His Irish roots run deep. One day, Chris decided, without any experience, to build a drystone wall. “It came naturally to me,” he recalled, with surprise. “I’ve always loved limestone, I’ve always been drawn to Ireland, and I started one morning. It was like I was in a trance; I felt like I’d been doing it all my life, yet there was no sense of time. When Silvia called me for dinner, I wasn’t aware I’d been at it the entire day. When we finally visited Ireland, I felt such an attachment.”
Even with the vineyards, the restored barn, the repurposed fence, and new wall, there was still a large element missing from the property. Cold Creek Vineyards was well underway, but the Braneys were still living in a converted shed when they visited. The property needed a house.
Ernie and Chris talked over the years, and early on, Ernie asked Chris what style he wanted. Chris was adamant it fit the community and complement the property. They were standing at the top of the rise, and Chris pointed to the old Christ Church parsonage about 200 yards away, across the road. “That’s exactly what I want,” he said. Ernie, renowned in the area for his expertise with heritage homes and known for saving seemingly lost buildings, and moving more than a few, was looking for candidates, eventually finding a suitable building in Consecon.
Before that was finalized, Lee Nurse moved in next door and introductions were quick. Chris soon learned the Nurse family needed to remove the old parsonage to grow their robotic dairy farm. Lee asked if Chris had an interest. He did. “The exact house I’d wanted for seven years was now available. I called Ernie, who came over right away.”
Ernie recalled how it all came together. “It was good karma, fate worked in our favour,” adding he was baptized in the former Christ Church, which was now part of Closson Chase, just up the road. Ernie had helped move it, making it accommodations for the workers. “We moved the church in five pieces, and we oriented it the same way, with the stained glass catching the sunrise.”
“In the past, buildings were moved with much greater frequency. There were no utility lines in the way, they didn’t need permits and police escorts. They’d just lift and roll it down the road. Moving this one was almost as easy, because it was such a short distance.”
The parsonage was built circa 1850. Chris places it around 1857, and Ernie thinks it’s a bit older. An engineer with a degree in architecture, Ernie sees elements of an earlier design. “The Gothic gable was a post-1850 fad in vernacular architecture, but there are hints of Regency architecture. There were large garden doors at the front, going right to the floor, and lots of openings to the outside. It probably had a veranda at one point,” he mused, suggesting perhaps it was built in the 1840s, and may not have been originally owned by the church.
It is a proud house, 30 by 40 feet of timber frame construction in almost pristine condition. It boasted beautiful original detail, although some elements were missing. Ernie lauded the various owners over the years for their restraint. “The fenestration hadn’t been dramatically altered, and fortunately no one had modernized it to any significant degree.”
The architectural salvage Chris accumulated over the years suddenly came into play. A large Gothic window had been removed, and finding an original would be challenging and expensive, except Chris had one in his collection. It fit. Exactly.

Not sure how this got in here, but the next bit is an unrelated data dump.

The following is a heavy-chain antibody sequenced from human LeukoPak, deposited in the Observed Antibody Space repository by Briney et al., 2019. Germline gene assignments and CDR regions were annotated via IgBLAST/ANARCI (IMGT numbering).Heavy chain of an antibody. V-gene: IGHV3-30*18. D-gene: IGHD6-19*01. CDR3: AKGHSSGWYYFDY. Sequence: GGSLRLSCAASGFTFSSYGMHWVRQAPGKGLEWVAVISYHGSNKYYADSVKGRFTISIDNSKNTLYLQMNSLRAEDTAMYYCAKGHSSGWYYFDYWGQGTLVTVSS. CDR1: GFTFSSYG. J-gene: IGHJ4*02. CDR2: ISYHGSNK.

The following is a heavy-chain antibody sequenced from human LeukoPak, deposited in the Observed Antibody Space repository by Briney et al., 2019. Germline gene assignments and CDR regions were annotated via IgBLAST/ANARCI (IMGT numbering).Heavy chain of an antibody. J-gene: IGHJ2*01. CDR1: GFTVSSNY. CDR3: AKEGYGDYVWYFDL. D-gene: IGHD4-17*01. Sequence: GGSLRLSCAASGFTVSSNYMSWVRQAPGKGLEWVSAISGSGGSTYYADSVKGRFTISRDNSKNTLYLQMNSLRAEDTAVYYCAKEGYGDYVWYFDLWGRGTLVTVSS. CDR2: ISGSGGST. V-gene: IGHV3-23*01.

The house had beautiful trim, but some was missing. Finding an exact match would require a good deal of luck, and having it replicated would be expensive. Chris has some in his collection. On a whim, he tried it. It was a match. Exactly.
It is a regal home, and livable, but it Chris promised it more. With Ernie’s help, it found its new home, and the neighbours say it looks happier there, its exterior painted Hawthorne yellow from the period, its presence overlooking the vineyards. “The story of saving it, keeping it close to its origins, looking out the front door to where it used to be. There is a narrative there that will go on,” noted Ernie.
The interior restoration is well underway, with help from Drew Dick, who like Ernie has become one of Chris’ closest County friends. Typical to the story, things fell into place, quite literally. Chris and Drew were removing plaster and lathe from the ceiling, and hundreds of newspapers fell. A few days later, Drew went back on his own to continue the job, and more papers fell, including one that drifted right to his feet. Staring up at him, from the cover, was Drew’s father, accepting an award when he was 17.
This history, these connections, are integral to Chris. He is the first to say he has always been fortunate, surrounded by great family and friends, but his voice suggests something extra special is happening in Niles Corners.
“The farm is a way to turn down the taps, to spend more time with family and community,” he said. “The more time I’m there, the more stories I hear about how the community embraced and supported each other during tough times. Even with all the changes in the County, it is still a small community.”
Each year, Christ Church hosts a commemoration at the cemetery. Chris attended last year and spoke with many people, including the church historian. “He gave me copies of great old photos, including one of the first family to ever live in the house. They’re smiling in the photo. That’s rare for a picture of that era. Maybe it’s the house. After that, more people came by, sharing their connections with the parsonage.”
The old home is invigorated, and the property is following suit. Last year, Chris planted 100 apple trees for cider production – 25 each of Empire, Spy, Golden Russet, and Spartan. “I grew up in apple country and I love the look of the orchard when it blossoms in the spring.”
Neighbours have become used to Chris making a run to Wellington for supplies in his 1966 GMC, bought after he watched The Bridges of Madison County and fell in love with Clint Eastwood’s truck. When he learned it was a model from his birth year, he knew he had to find one. It goes well with his Royal Enfield motorcycle, similar to Steve McQueen’s in The Great Escape.
Life in the County is a work in progress, with a solid five-year plan. Chris is still very committed to his work on the school board. “It’s like motherhood and apple pie,” he stressed. “I see my success and the things I have as a direct result of my public education. Schools are the last safety net we have across Canada.” While he hasn’t decided if he’ll run for re-election this year, he acknowledges Silvia has five years left to retirement, and then the family will move full time to the farm.
“We want to be part of the community, not just live there. The sense of belonging, the warm welcome, the acceptance is more than I envisioned, more than anyone could ask. My heart and soul are already part of Prince Edward County,” smiled Chris.
Photography by Daniel Vaughan